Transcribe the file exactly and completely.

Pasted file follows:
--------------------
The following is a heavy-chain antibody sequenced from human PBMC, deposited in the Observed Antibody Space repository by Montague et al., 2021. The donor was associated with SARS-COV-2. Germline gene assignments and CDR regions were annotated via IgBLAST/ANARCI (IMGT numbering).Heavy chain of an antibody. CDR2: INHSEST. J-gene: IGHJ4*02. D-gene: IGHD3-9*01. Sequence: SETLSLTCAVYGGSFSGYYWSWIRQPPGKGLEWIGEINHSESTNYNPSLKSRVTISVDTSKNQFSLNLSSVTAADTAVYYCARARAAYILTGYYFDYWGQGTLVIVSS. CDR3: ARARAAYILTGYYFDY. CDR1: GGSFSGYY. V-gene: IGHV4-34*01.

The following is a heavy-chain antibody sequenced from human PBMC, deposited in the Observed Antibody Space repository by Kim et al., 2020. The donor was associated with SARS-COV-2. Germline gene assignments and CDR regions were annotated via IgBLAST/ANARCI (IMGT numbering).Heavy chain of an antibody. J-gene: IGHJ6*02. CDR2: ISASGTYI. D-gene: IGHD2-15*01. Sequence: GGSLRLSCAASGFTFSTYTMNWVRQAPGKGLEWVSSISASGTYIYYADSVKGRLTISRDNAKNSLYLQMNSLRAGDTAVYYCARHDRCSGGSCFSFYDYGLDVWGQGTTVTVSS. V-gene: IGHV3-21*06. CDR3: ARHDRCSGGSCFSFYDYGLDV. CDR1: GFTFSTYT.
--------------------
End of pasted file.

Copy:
The following is a heavy-chain antibody sequenced from human PBMC, deposited in the Observed Antibody Space repository by Montague et al., 2021. The donor was associated with SARS-COV-2. Germline gene assignments and CDR regions were annotated via IgBLAST/ANARCI (IMGT numbering).Heavy chain of an antibody. CDR2: INHSEST. J-gene: IGHJ4*02. D-gene: IGHD3-9*01. Sequence: SETLSLTCAVYGGSFSGYYWSWIRQPPGKGLEWIGEINHSESTNYNPSLKSRVTISVDTSKNQFSLNLSSVTAADTAVYYCARARAAYILTGYYFDYWGQGTLVIVSS. CDR3: ARARAAYILTGYYFDY. CDR1: GGSFSGYY. V-gene: IGHV4-34*01.

The following is a heavy-chain antibody sequenced from human PBMC, deposited in the Observed Antibody Space repository by Kim et al., 2020. The donor was associated with SARS-COV-2. Germline gene assignments and CDR regions were annotated via IgBLAST/ANARCI (IMGT numbering).Heavy chain of an antibody. J-gene: IGHJ6*02. CDR2: ISASGTYI. D-gene: IGHD2-15*01. Sequence: GGSLRLSCAASGFTFSTYTMNWVRQAPGKGLEWVSSISASGTYIYYADSVKGRLTISRDNAKNSLYLQMNSLRAGDTAVYYCARHDRCSGGSCFSFYDYGLDVWGQGTTVTVSS. V-gene: IGHV3-21*06. CDR3: ARHDRCSGGSCFSFYDYGLDV. CDR1: GFTFSTYT.